Mr. Jenkins: I await the development of the hon. Gentleman’s speech with interest. He complains about the length of time the preparation takes but, like most of the Defence Committee, I am keen to go through all that preparation before we get to the main gate. Astute, Brimstone, Nimrod, Stingray, Type 25 and Typhoon, which together are now more than £2.8 billion over budget, and have a time delay of 25 years between them, were all signed off by the previous Government without going through that gateway and that scrutinised preparation. How can the hon. Gentleman argue in favour of that?

Mr. Howarth: It is, of course, incumbent on the Ministry to make decisions more swiftly than it is at the moment, but those decisions must be informed. I shall come to explain how I see that happening, so the hon. Gentleman will get my answer in a few moments.

Let me continue with EP08. So disastrous has the Government’s handling of defence procurement become that the three services are effectively at each other’s throats. Each one explained to whomever would listen that the key project for their service was vital, while the projects for the other services were either not priorities or irrelevant to current operations. The overall impression is that the Government have lost interest, know that they face defeat at the next election and are anxious to postpone as many decisions as possible for the incoming Conservative Administration to pick up, having bankrupted the country to boot.

We need to know when the carrier contract will be signed and we need more than the Prime Minister’s assertion yesterday that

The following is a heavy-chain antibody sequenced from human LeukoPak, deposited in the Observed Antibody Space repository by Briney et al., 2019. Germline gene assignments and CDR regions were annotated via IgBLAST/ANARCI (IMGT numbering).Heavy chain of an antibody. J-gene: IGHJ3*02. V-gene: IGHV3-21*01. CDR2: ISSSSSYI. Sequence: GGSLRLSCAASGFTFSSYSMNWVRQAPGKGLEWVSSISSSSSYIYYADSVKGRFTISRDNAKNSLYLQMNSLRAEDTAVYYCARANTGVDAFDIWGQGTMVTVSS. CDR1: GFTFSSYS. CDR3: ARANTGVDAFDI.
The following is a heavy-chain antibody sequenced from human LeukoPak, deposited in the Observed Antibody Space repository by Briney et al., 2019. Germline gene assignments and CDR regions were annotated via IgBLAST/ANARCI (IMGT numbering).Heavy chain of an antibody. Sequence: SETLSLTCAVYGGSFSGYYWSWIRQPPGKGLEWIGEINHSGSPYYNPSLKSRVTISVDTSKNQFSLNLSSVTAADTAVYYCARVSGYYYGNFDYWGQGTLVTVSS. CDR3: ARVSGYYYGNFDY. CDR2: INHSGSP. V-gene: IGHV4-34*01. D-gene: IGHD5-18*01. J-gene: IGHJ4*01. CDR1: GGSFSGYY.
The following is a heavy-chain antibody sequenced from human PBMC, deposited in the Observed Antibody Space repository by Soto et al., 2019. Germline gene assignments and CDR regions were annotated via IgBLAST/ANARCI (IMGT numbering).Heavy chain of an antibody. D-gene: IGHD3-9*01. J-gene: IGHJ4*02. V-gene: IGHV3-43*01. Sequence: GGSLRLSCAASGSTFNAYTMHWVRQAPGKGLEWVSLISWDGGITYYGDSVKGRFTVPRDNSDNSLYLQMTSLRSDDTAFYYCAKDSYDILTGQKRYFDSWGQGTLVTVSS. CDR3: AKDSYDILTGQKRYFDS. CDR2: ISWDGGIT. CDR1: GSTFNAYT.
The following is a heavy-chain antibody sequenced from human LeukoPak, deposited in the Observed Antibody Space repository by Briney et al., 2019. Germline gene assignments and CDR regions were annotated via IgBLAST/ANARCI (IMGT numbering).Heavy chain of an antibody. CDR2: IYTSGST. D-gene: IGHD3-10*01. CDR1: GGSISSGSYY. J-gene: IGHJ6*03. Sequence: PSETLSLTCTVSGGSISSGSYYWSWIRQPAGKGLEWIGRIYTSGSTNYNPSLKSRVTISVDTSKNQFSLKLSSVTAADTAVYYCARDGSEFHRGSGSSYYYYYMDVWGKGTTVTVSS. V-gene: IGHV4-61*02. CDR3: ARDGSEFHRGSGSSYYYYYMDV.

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whatever that curious SNP-type description of the Royal Navy was supposed to mean. What the French are saying is that their officials are in negotiation not about merging the two navies, but about somehow sharing aircraft carriers. That is what the Minister needs to explain. Are French and British officials in negotiation and, if so, on what? If the Minister does not want to answer that now, I hope that the Under-Secretary will specifically answer it in his concluding speech.

The Minister has told us the pretty desperate news—albeit something that we had expected all along—that the Type 7 and 8 ships of the Type 45 class are to be cancelled. I think that the House will want absolutely cast-iron assurances today— [Interruption.] The Minister for the Armed Forces says “They were never ordered”, but they were all part of the strategic defence review and, still more important, they were a key component in the whole carrier force. Unlike the current class of pocket carriers, if I may call them that, which have heretofore had the protection afforded by the Sea Harrier, those carriers have no on-board protection against air attack. That is what the Type 45 is designed to provide. What the House and the Royal Navy will want today is an assurance from the Secretary of State that there is sufficient protection in six ships to look after two aircraft carriers at any one time. Without that assurance, I am bound to say that the entire project encapsulated in the strategic defence review will be put at risk.